6 thoughts on “Nothing to Gloss Over”

  1. This experience has wanting to to do a deep dive into a 1960s set to see how the printing changes series to series and looking at other design and production inconsistencies. Between the paper stock and the screening differences it’s really wild to me how unorganized Topps production was (admittedly it seems like Topps is still doing the same thing now since Series 1, 2, and Update all seem to have a different product owner in the way that photos and other design aspects change between each release). Of course the likelihood of me ever starting a 1960s build is zero but I can still dream.

    Liked by 1 person

      1. That’s the thing. I have no idea what to look for until I start looking at the cards. I would never had thought that there were two different blue screens used nor that the angle of the screen would change series to series. Was not nearly as obvious as the orange color changes. No way for me to even suspect that there was a stock difference either. As a child of the everything released in one series era (when Donruss switched to two series in 1991 it really confused me) I’m used to things being much more consistent this way (though with a ton more per-card variations due to loose quality control tolerances)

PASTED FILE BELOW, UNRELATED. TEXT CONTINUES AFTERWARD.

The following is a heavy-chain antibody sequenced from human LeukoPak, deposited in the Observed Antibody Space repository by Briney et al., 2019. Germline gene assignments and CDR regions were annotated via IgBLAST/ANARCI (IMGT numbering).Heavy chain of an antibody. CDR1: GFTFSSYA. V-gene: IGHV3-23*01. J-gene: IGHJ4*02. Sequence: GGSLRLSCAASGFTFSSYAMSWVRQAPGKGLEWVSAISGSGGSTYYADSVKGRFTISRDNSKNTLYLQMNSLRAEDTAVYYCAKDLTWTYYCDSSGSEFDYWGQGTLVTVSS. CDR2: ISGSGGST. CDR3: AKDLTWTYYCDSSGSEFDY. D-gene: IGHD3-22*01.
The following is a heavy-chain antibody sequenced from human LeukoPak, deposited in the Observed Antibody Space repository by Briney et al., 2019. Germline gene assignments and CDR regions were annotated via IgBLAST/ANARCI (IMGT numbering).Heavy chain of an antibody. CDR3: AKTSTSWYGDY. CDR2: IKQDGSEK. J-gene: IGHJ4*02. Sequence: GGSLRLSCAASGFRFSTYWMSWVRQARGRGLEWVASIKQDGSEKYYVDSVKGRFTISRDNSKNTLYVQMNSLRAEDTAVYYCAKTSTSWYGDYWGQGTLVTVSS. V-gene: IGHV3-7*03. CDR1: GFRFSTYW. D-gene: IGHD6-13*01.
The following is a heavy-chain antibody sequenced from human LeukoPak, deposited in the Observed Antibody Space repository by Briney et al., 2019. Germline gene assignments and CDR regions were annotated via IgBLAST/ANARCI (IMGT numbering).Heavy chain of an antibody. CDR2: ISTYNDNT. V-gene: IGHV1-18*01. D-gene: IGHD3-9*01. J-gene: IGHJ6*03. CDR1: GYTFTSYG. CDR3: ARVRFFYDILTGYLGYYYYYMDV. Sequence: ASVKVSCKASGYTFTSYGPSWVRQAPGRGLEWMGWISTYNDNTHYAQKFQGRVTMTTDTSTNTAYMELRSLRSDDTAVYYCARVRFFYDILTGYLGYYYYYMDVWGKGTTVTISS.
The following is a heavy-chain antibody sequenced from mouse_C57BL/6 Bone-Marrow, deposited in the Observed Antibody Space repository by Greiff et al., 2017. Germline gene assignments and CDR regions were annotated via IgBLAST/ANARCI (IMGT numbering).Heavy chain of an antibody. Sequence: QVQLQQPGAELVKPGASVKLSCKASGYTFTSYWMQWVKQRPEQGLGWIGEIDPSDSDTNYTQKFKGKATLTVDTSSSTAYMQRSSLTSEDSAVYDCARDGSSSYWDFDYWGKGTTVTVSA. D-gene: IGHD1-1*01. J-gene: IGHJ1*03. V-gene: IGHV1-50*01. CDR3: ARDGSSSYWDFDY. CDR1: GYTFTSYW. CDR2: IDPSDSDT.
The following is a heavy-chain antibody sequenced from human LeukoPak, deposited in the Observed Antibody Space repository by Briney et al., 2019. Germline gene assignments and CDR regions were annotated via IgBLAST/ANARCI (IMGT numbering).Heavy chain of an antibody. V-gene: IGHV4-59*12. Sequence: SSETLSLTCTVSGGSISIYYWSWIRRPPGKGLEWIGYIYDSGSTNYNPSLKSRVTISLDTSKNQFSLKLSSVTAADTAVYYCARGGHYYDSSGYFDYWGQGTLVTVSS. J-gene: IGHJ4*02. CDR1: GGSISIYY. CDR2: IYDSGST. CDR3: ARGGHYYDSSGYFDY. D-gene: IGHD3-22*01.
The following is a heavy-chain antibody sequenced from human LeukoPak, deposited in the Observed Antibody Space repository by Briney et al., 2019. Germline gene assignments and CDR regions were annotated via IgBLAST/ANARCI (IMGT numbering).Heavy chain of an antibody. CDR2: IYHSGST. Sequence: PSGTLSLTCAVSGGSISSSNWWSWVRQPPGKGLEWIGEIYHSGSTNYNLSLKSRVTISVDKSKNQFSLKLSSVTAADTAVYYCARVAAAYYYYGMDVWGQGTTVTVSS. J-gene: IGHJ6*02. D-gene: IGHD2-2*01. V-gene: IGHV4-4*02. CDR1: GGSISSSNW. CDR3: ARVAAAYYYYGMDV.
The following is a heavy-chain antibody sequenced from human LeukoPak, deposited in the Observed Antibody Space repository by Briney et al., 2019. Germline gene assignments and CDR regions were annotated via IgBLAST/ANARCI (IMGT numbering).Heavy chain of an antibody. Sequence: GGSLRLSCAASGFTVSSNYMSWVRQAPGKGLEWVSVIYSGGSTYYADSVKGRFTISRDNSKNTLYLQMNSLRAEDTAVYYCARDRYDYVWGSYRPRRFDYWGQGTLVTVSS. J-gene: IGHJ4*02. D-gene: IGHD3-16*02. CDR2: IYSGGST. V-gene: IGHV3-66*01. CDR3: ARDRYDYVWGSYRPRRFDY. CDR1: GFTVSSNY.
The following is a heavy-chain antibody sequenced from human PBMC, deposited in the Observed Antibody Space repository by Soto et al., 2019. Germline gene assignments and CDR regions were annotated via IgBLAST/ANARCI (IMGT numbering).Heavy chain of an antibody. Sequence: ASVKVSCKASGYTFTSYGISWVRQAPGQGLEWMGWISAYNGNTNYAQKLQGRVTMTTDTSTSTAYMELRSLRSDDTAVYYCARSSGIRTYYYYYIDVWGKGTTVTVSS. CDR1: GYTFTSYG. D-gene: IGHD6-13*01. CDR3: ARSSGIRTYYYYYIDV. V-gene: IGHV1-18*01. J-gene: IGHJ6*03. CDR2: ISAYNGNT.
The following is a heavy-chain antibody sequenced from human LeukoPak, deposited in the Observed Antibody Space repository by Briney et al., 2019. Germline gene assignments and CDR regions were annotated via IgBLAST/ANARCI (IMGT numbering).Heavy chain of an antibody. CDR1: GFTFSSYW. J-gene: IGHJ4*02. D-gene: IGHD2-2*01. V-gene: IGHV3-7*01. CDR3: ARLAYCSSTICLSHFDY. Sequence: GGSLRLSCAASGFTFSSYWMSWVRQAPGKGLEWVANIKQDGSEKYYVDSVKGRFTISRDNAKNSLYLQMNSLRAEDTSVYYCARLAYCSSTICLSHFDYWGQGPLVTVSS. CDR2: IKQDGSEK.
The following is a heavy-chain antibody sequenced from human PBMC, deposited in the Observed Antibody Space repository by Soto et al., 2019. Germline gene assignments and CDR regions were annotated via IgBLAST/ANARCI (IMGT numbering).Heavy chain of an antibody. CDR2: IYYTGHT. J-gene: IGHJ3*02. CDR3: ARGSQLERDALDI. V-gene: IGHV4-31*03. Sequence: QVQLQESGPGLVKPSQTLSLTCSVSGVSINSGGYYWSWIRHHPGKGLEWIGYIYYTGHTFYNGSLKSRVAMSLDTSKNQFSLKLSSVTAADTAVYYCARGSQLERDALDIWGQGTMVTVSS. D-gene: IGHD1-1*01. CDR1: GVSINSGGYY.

Liked by 1 person

  2. I completed a 1964 set in 1967. Even then, it was quite obvious that there were extreme differences in the printing quality of the cards, even straight out of the wax pack.

    Liked by 1 person

    1. Cool that you notice it early. Somehow I don’t pick these things up that fast. I think because my focus is on corners, creases, etc. and I miss what’s the most obvious thing right before me!

      Like